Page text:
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In an effort to become more exposed to perspectives from outside the US, I've sometimes looked for European news sites to read from. I read El Mundo for a while but I think it's a little more slanted than I was hoping for, though I'm not sure. I know about the Guardian and BBC, but without understanding the European political spectrum I feel like any choice I make will be a shot in the dark and my small sample may not be very representative.

Can I get a small sampling of European news sources from across the European political spectrum? I'm open to all languages I can Google Translate with, but I can read Spanish, English, and Portuguese reasonably well.

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    The Financial Times is a good, objective source. The people who rely on it don't care about political slants, they demand the truth. It does tend to focus on economic issues (of course), but their wider news reporting is first rate. – GeoffAtkins Jul 26 at 7:51
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    I think this could be a good repository question. If you guys ever feel you don't want it here, we might be willing to host it over at Expats. – ouflak Jul 27 at 8:54
  • It may be worth mentioning that the political scale is not the same in the US and Europe. What's considered centrist in the US would most likely be considered conservative or right in Europe. What's centrist in Europe would most likely be considered liberal or leftist in the US. – miep Jul 27 at 12:18
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    Could anyone help me make this post less opinion-based? I feel like there are several directions I could go to get more factual answers but I don't have a good feel for the kinds of questions that are most interesting to the SE:Politics community. – Kyle Jul 27 at 16:23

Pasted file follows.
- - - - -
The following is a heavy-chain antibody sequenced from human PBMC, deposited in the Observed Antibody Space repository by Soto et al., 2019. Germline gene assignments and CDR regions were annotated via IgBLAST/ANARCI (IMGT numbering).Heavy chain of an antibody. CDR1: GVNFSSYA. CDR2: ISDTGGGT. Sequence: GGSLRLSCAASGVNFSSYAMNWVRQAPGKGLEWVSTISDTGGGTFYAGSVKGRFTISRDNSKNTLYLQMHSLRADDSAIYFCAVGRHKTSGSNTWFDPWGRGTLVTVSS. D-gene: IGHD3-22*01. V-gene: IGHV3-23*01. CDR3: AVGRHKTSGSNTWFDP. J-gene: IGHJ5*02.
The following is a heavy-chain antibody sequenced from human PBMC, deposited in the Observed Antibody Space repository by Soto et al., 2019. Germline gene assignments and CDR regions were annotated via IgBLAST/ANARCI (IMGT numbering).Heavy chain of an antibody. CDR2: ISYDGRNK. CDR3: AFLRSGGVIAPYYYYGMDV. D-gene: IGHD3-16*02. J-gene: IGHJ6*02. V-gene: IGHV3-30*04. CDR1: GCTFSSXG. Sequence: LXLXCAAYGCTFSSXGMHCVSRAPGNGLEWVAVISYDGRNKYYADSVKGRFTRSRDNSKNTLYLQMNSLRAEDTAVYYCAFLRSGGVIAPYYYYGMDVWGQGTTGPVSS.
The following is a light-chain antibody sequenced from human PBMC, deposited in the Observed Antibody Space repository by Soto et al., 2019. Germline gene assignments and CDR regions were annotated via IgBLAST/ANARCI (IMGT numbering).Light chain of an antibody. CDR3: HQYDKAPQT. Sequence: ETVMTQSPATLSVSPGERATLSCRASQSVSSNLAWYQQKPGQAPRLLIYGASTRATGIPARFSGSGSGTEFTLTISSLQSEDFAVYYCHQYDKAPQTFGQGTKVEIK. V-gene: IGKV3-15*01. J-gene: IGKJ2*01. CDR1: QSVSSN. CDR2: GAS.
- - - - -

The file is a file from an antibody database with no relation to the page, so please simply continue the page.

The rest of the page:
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    This question is being discussed on meta here. The concern is that it's a "shopping question", which is generally a bad fit for the StackExchange format. – divibisan Jul 28 at 18:55
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The main difficulty is that there's not a single European political spectrum really: every country has its own political landscape with significant national specificity.

For the record I consider that The Guardian has a good coverage of political news across Europe, but it's clearly on the liberal side of the political spectrum. The BBC is more neutral but also more UK-centered.

Ireland

  • The Irish Times, leans slightly liberal
  • The Irish Independent, classified as "populist conservative" by Wikipedia.
  • RTE is the public broadcaster (equivalent to the BBC for the UK), fairly neutral but not independent.

France

  • Le Monde, probably the reference newspaper, with a social democrat inclination.
  • Le Figaro is another well known newspaper, this time with a strong conservative orientation.
  • Libération has a clear left-wing orientation
  • France Info is a public news channel which appeared recently as a result of merging news services from various public channels. Probably fairly neutral but not old enough to judge its quality.
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  • I would no more consider Libération with a "clear left-wing orientation". It's much more social-democrat: lemonde.fr/politique/article/2020/07/20/… As "a leftist point of view", I would suggest Le monde diplomatique (could be read in english), and mediapart (only online, but in english too, I think) – fedor Jul 26 at 11:34
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    To expand on the 1st para, most European countries don't have an equivalent of the huge cultural divide between the USA Democrat and Republican camps. Hence while we have media which is slanted this way or that, the range is smaller, the agreement on what is true and important is broader, and the chasm between the extremes is missing. – Paul Johnson Jul 26 at 13:33
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    In some ways it's even worse; Several European countries have regions with their own political landscape entirely separate from those in other regions. – origimbo Jul 26 at 16:01
  • @PaulJohnson: you can add that European newspapers are in general much more civilized than in the US. – JCAA Jul 26 at 18:30